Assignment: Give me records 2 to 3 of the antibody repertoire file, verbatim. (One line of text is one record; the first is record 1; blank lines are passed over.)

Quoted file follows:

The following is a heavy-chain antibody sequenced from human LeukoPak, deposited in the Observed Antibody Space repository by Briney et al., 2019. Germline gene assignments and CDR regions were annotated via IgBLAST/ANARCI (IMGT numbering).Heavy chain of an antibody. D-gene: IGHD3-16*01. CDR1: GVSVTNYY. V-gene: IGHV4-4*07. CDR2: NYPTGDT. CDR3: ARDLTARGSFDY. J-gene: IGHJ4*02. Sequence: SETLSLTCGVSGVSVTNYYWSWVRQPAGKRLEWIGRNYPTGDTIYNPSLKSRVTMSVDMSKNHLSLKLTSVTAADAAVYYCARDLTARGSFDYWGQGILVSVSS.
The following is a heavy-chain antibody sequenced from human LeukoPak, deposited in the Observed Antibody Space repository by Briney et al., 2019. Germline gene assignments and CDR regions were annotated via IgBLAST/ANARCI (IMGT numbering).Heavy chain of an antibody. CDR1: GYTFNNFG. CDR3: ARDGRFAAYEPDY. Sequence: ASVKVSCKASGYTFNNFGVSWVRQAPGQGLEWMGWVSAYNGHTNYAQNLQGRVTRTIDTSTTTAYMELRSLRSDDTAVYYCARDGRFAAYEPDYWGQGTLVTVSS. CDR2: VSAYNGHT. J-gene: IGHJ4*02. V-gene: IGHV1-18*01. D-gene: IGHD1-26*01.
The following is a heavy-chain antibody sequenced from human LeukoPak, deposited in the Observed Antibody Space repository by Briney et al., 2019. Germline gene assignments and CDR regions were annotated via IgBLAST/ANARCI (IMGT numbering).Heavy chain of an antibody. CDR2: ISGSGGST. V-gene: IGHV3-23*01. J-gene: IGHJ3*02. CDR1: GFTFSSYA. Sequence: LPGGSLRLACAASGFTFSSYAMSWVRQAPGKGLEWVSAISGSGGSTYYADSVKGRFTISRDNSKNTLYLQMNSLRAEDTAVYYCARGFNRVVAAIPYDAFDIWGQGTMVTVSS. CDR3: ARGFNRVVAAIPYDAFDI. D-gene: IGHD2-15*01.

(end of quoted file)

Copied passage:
The following is a heavy-chain antibody sequenced from human LeukoPak, deposited in the Observed Antibody Space repository by Briney et al., 2019. Germline gene assignments and CDR regions were annotated via IgBLAST/ANARCI (IMGT numbering).Heavy chain of an antibody. CDR1: GYTFNNFG. CDR3: ARDGRFAAYEPDY. Sequence: ASVKVSCKASGYTFNNFGVSWVRQAPGQGLEWMGWVSAYNGHTNYAQNLQGRVTRTIDTSTTTAYMELRSLRSDDTAVYYCARDGRFAAYEPDYWGQGTLVTVSS. CDR2: VSAYNGHT. J-gene: IGHJ4*02. V-gene: IGHV1-18*01. D-gene: IGHD1-26*01.
The following is a heavy-chain antibody sequenced from human LeukoPak, deposited in the Observed Antibody Space repository by Briney et al., 2019. Germline gene assignments and CDR regions were annotated via IgBLAST/ANARCI (IMGT numbering).Heavy chain of an antibody. CDR2: ISGSGGST. V-gene: IGHV3-23*01. J-gene: IGHJ3*02. CDR1: GFTFSSYA. Sequence: LPGGSLRLACAASGFTFSSYAMSWVRQAPGKGLEWVSAISGSGGSTYYADSVKGRFTISRDNSKNTLYLQMNSLRAEDTAVYYCARGFNRVVAAIPYDAFDIWGQGTMVTVSS. CDR3: ARGFNRVVAAIPYDAFDI. D-gene: IGHD2-15*01.